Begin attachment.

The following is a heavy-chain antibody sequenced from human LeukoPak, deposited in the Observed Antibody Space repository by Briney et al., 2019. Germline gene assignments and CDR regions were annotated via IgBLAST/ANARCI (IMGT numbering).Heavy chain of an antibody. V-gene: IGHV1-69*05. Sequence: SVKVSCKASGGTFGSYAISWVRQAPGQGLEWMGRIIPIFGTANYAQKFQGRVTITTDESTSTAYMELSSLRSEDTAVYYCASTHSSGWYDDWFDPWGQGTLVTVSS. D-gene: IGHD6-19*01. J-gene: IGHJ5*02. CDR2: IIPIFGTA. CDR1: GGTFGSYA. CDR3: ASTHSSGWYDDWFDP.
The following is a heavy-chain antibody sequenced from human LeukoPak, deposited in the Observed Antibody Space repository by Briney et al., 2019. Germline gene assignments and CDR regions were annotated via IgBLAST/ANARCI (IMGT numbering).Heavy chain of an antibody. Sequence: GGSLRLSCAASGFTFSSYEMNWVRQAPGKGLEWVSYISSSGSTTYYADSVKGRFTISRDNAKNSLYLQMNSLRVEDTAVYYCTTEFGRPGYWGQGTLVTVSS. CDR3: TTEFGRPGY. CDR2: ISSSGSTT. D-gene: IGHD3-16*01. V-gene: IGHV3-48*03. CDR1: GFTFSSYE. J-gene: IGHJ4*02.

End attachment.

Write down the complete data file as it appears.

The following is a heavy-chain antibody sequenced from human LeukoPak, deposited in the Observed Antibody Space repository by Briney et al., 2019. Germline gene assignments and CDR regions were annotated via IgBLAST/ANARCI (IMGT numbering).Heavy chain of an antibody. V-gene: IGHV1-69*05. Sequence: SVKVSCKASGGTFGSYAISWVRQAPGQGLEWMGRIIPIFGTANYAQKFQGRVTITTDESTSTAYMELSSLRSEDTAVYYCASTHSSGWYDDWFDPWGQGTLVTVSS. D-gene: IGHD6-19*01. J-gene: IGHJ5*02. CDR2: IIPIFGTA. CDR1: GGTFGSYA. CDR3: ASTHSSGWYDDWFDP.
The following is a heavy-chain antibody sequenced from human LeukoPak, deposited in the Observed Antibody Space repository by Briney et al., 2019. Germline gene assignments and CDR regions were annotated via IgBLAST/ANARCI (IMGT numbering).Heavy chain of an antibody. Sequence: GGSLRLSCAASGFTFSSYEMNWVRQAPGKGLEWVSYISSSGSTTYYADSVKGRFTISRDNAKNSLYLQMNSLRVEDTAVYYCTTEFGRPGYWGQGTLVTVSS. CDR3: TTEFGRPGY. CDR2: ISSSGSTT. D-gene: IGHD3-16*01. V-gene: IGHV3-48*03. CDR1: GFTFSSYE. J-gene: IGHJ4*02.